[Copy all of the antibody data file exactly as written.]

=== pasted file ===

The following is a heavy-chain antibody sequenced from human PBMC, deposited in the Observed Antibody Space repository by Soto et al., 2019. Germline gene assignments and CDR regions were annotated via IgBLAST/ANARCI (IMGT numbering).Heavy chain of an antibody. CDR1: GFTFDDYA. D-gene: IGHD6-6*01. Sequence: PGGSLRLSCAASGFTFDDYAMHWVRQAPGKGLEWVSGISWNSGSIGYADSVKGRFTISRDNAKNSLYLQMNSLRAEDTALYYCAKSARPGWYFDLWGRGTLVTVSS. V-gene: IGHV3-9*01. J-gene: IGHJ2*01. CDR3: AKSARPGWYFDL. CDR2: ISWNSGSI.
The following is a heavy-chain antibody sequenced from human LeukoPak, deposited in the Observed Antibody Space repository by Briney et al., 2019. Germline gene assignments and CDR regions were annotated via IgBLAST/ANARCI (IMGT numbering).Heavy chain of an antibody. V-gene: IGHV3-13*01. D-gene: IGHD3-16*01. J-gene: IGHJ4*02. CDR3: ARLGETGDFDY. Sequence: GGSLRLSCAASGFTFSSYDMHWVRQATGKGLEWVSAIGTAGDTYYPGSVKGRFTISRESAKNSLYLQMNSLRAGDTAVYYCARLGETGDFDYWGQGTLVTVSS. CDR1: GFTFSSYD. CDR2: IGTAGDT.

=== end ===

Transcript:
The following is a heavy-chain antibody sequenced from human PBMC, deposited in the Observed Antibody Space repository by Soto et al., 2019. Germline gene assignments and CDR regions were annotated via IgBLAST/ANARCI (IMGT numbering).Heavy chain of an antibody. CDR1: GFTFDDYA. D-gene: IGHD6-6*01. Sequence: PGGSLRLSCAASGFTFDDYAMHWVRQAPGKGLEWVSGISWNSGSIGYADSVKGRFTISRDNAKNSLYLQMNSLRAEDTALYYCAKSARPGWYFDLWGRGTLVTVSS. V-gene: IGHV3-9*01. J-gene: IGHJ2*01. CDR3: AKSARPGWYFDL. CDR2: ISWNSGSI.
The following is a heavy-chain antibody sequenced from human LeukoPak, deposited in the Observed Antibody Space repository by Briney et al., 2019. Germline gene assignments and CDR regions were annotated via IgBLAST/ANARCI (IMGT numbering).Heavy chain of an antibody. V-gene: IGHV3-13*01. D-gene: IGHD3-16*01. J-gene: IGHJ4*02. CDR3: ARLGETGDFDY. Sequence: GGSLRLSCAASGFTFSSYDMHWVRQATGKGLEWVSAIGTAGDTYYPGSVKGRFTISRESAKNSLYLQMNSLRAGDTAVYYCARLGETGDFDYWGQGTLVTVSS. CDR1: GFTFSSYD. CDR2: IGTAGDT.